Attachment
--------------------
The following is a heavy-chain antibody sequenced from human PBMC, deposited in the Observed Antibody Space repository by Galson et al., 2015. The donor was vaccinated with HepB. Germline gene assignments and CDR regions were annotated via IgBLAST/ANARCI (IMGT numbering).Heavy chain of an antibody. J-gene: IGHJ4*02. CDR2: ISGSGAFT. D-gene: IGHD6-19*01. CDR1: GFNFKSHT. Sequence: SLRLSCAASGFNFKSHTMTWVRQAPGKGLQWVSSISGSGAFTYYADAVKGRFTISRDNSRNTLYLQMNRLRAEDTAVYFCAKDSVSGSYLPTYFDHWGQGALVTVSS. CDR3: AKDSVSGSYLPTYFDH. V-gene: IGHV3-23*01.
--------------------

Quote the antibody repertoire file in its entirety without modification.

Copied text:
The following is a heavy-chain antibody sequenced from human PBMC, deposited in the Observed Antibody Space repository by Galson et al., 2015. The donor was vaccinated with HepB. Germline gene assignments and CDR regions were annotated via IgBLAST/ANARCI (IMGT numbering).Heavy chain of an antibody. J-gene: IGHJ4*02. CDR2: ISGSGAFT. D-gene: IGHD6-19*01. CDR1: GFNFKSHT. Sequence: SLRLSCAASGFNFKSHTMTWVRQAPGKGLQWVSSISGSGAFTYYADAVKGRFTISRDNSRNTLYLQMNRLRAEDTAVYFCAKDSVSGSYLPTYFDHWGQGALVTVSS. CDR3: AKDSVSGSYLPTYFDH. V-gene: IGHV3-23*01.